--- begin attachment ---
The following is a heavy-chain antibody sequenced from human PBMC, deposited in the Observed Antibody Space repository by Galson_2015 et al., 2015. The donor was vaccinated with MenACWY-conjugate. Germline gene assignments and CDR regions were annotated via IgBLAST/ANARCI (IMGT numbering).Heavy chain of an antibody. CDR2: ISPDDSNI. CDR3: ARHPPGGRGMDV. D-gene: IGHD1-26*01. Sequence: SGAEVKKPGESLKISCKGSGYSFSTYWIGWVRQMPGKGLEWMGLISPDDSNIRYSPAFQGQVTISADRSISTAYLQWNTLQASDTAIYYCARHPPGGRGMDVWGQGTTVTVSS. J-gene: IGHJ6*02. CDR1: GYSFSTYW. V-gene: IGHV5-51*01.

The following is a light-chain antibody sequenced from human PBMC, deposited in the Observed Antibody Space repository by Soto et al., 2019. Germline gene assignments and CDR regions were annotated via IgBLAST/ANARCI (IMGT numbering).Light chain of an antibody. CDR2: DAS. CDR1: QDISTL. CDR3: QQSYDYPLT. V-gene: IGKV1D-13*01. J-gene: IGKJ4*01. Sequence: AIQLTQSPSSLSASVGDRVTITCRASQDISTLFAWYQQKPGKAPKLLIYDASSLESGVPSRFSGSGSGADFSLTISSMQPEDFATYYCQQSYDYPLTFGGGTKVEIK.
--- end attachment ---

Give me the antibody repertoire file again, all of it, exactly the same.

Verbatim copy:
The following is a heavy-chain antibody sequenced from human PBMC, deposited in the Observed Antibody Space repository by Galson_2015 et al., 2015. The donor was vaccinated with MenACWY-conjugate. Germline gene assignments and CDR regions were annotated via IgBLAST/ANARCI (IMGT numbering).Heavy chain of an antibody. CDR2: ISPDDSNI. CDR3: ARHPPGGRGMDV. D-gene: IGHD1-26*01. Sequence: SGAEVKKPGESLKISCKGSGYSFSTYWIGWVRQMPGKGLEWMGLISPDDSNIRYSPAFQGQVTISADRSISTAYLQWNTLQASDTAIYYCARHPPGGRGMDVWGQGTTVTVSS. J-gene: IGHJ6*02. CDR1: GYSFSTYW. V-gene: IGHV5-51*01.

The following is a light-chain antibody sequenced from human PBMC, deposited in the Observed Antibody Space repository by Soto et al., 2019. Germline gene assignments and CDR regions were annotated via IgBLAST/ANARCI (IMGT numbering).Light chain of an antibody. CDR2: DAS. CDR1: QDISTL. CDR3: QQSYDYPLT. V-gene: IGKV1D-13*01. J-gene: IGKJ4*01. Sequence: AIQLTQSPSSLSASVGDRVTITCRASQDISTLFAWYQQKPGKAPKLLIYDASSLESGVPSRFSGSGSGADFSLTISSMQPEDFATYYCQQSYDYPLTFGGGTKVEIK.